The present study found that the disinfection of a cell phone was not related to the presence of positive cultures. Although disinfection and cleaning habits are known to help prevent the spread of disease, there have been some conflicting results regarding their benefits on cell phones. Multiple studies have shown the relationship between disinfection and bacterial contamination in cell phones. Gashaw et al. found that 70% alcohol produced a significant reduction in the rate of mobile phone contamination (p < 0.0001) [38]. Another study reported that disinfecting with 70% isopropyl alcohol reduced contamination [39]. Thus, routine daily cleaning protocols favor a decrease in bacterial load, making transmission less likely [40]. On the contrary, Martina et al. described that although alcohol gel is an effective disinfection method, it does not provide as complete disinfection as expected [41]. These results suggest that bacteria on cell phones is inversely related to the frequency of disinfection, with researchers less likely to find a bacterial presence on cell phones disinfected more frequently.
At the same time, the cleaning habits of the population changed with the COVID-19 pandemic. While previous studies showed that a small proportion of people cleaned their cell phones [42,43], this has now been expanded, reducing the proportion of people who currently do not disinfect or at least clean their cell phone [44,45]. Increased concerns about personal hygiene and the spread of disease that have led to this change may also produce benefits concerning better care, cleaning, and disinfection of other personal items.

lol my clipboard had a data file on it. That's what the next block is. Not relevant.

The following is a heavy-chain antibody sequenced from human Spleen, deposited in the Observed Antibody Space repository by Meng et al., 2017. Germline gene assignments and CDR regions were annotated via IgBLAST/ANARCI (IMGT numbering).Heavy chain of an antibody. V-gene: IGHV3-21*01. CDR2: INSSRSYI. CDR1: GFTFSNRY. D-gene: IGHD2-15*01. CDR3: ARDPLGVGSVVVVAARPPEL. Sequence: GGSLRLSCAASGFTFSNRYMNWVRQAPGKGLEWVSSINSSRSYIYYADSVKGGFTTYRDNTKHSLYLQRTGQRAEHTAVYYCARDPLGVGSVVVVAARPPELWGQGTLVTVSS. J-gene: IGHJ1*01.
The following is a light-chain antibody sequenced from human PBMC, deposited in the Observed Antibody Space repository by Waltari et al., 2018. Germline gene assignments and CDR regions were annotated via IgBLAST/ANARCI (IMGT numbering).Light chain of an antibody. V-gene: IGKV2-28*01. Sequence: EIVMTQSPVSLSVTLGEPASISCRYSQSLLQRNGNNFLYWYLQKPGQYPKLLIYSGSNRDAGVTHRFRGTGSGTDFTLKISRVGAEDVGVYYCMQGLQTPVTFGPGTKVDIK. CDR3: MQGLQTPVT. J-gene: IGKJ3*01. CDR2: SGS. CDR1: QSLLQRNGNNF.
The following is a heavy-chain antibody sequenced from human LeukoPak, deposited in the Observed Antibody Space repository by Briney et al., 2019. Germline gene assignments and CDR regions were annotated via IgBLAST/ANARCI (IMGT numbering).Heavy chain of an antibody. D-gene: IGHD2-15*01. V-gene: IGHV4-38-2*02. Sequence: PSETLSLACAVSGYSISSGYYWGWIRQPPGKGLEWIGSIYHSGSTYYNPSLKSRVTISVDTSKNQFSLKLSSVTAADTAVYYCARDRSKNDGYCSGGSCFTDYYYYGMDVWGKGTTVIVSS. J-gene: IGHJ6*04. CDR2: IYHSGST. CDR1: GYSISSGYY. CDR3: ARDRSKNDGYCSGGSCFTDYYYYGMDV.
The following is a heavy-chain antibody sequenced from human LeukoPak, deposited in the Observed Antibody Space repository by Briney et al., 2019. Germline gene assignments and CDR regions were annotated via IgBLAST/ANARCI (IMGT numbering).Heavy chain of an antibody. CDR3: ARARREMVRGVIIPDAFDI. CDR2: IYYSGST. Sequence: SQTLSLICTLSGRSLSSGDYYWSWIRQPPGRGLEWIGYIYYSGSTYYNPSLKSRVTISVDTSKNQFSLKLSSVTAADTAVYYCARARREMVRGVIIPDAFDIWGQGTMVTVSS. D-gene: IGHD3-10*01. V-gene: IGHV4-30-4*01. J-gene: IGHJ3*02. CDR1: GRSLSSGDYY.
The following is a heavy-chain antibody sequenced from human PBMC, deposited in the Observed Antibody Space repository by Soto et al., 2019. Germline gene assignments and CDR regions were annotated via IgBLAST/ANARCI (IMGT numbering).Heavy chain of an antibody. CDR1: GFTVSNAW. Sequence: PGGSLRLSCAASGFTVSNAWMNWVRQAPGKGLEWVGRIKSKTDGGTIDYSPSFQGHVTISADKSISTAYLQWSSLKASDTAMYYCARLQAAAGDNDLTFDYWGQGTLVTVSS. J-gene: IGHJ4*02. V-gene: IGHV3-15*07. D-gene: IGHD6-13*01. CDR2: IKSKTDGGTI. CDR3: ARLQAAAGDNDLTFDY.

An important finding is that distance from the customer protects against cell phone contamination. Although no study has evaluated the effect of the distance between people on avoidance of cell phone contamination, several studies have shown the effectiveness of this measure in protecting against contagion by the SARS-CoV-2 virus [46,47]. Indeed, it is likely that individuals who maintain a greater distance from people for protective purposes against SARS-CoV-2, according to Peruvian government measures, are also more attentive to the hygiene of their cell phone. Another factor to be studied is where the cell phone is kept or placed during customer service, with cross-contamination being more likely when the device is outdoors.